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INSIDE: N Classified Marketplace, page 51 N Puzzles, page 52 Al so on lin E M 48 HO GE EN PA OP DE, I GU HOME & REAL ESTATE PA L O A LT O W E E K LY e at w w w .P al o Al to On lin e. co m Home Front SHEAR GENIUS ... Chris Ingram, an ISA-certified arborist and professional aesthetic pruner, will teach “Aesthetic Pruning in Early Spring” on Saturday, Feb. 6, from 9:30 to 11:30 a.m. at the Gamble Garden Carriage House, 1431 Waverley St., Palo Alto. Ingram will talk about principles and practices for spring that can be used throughout the year. Cost is $35 for nonmembers, $30 for members. Information: Call 650-329-1356 or visit www. TENDER SHOOTS ... Jody Main and Nancy Jamello, who have decades of experience in growing sprouts, will coteach a class called “Sprouts Are Good” on Saturday, Feb. 6, from 10:30 a.m. to 12:30 p.m. at Common Ground Educational Center, 559 College Ave., Palo Alto. These tender, young plants — including almond, pumpkin and sunflower sprouts, sweet baby clover, radish and alfalfa sprouts, lentils and black beans — can grow in one to four days. Class includes a cooking demonstration and tasting. Cost is $31 plus $10 materials fee. Information: Call 650-493-6072 or visit or http://sproutsaregood. Barron Park by Kimberly Ewertz he days of summer ice-cream socials held to welcome new neighbors, spring gatherings in the park and winter parades complete with marching band and donkeys, have gone by the wayside — unless you live in the community of Barron Park. Unlike most Silicon Valley neighborhoods Barron Park hastens back to the era of a simpler time, where family and community were rooted in the hearts and minds of its residents. “It feels like the center of the world,” Gary Breitbard, a resident since 1972, said. “The rural area atmosphere, wide variety of houses and great school district” top the list of reasons Ken Tani, former president of the Barron Park Association (BPA), chose to call this community home. But the reason he remains is T A RURAL THROWBACK TO THE PAST NEIGHBORHOOD SNAPSHOT “the multi-cultural caliber of residents.” Barron Park’s history dates back to 1925 when it was laid out as a 62-lot Santa Clara County subdivision by Colonel Sebastian Jones, along El Camino Real, La Selva Drive and Barron Avenue. Between the 1920s and ’30s agriculture was its mainstay. Fruit orchards could be seen from El Cerrito to Encina Grande Park, and on the land where Gunn High School is located, dairy cattle grazed. Even newer residents of the neighborhood feel a sense of history. Anne Maggioncalda, a resident since 2006, feels the older generation of Barron Park “adds a lot of history, and a sense of commitment to the community.” Another relative newcomer to Barron Park is Francoise Lang. “It has a secluded, country feel,” Francoise said, mentioning the main attraction for the Langs. Equally attractive was the ease of commuting. The Langs’ children, and husband Burt, bike to school and work. According to Francoise, it will be “quite some time” before the family considers moving anyplace else. Gary Breitbard was attracted to “the rural character” of the neighborhood. He feels the BPA has been successful in projecting a very strong voice in the city of Palo Alto regarding maintaining that character since the 1975 incorporation of Barron Park into Palo Alto. (continued on page 43) Vivian Wong (continued on page 44) Francoise Lang, above, picks oranges from a tree planted by previous homeowners, who lived in Barron Park for 35 years before the Langs moved in. Below, architecture has changed over time in Barron Park, as shown by these two homes on McGregor Way. Vivian Wong FOR CHOCOHOLICS ... A one-evening class on “The Chocolate Experience — from Beans to Bar” will be taught by Ron and Zaida Kent, owners of The Oaxacan Kitchen in Palo Alto, on Monday, Feb. 8, from 6:30 to 9 p.m. at Palo Alto High School, Room 103, 50 Embarcadero Road, Palo Alto. Just in time for Valentine’s Vivian Wong THE DIRT ON DIRT ... Master Gardener Candace Simpson will give a free talk on “The Soil’s the Secret” on Saturday, Feb. 6, from 10 to 11 a.m. at the Palo Alto Demonstration Garden, 851 Center Drive, Palo Alto. Her topics will include soil amendments, fertilizers and mulches as well as proper digging technique. Information: Call Master Gardeners at 408-282-3105, between 9:30 a.m. and 12:30 p.m., Monday through Friday or visit http:// *>œÊÌœÊ7iiŽÞÊUÊiLÀÕ>ÀÞÊx]ÊÓä£äÊU Page 41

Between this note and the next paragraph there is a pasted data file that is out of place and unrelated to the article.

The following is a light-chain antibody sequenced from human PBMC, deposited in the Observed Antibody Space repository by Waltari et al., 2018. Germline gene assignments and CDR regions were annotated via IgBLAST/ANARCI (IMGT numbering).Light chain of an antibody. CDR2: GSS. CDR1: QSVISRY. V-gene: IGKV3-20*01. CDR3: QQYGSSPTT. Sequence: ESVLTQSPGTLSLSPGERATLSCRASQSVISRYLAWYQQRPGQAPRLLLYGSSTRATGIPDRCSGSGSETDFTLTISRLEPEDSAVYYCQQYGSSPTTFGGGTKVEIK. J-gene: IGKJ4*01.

Palo Alto Weekly 02.05.2010 - Section 2

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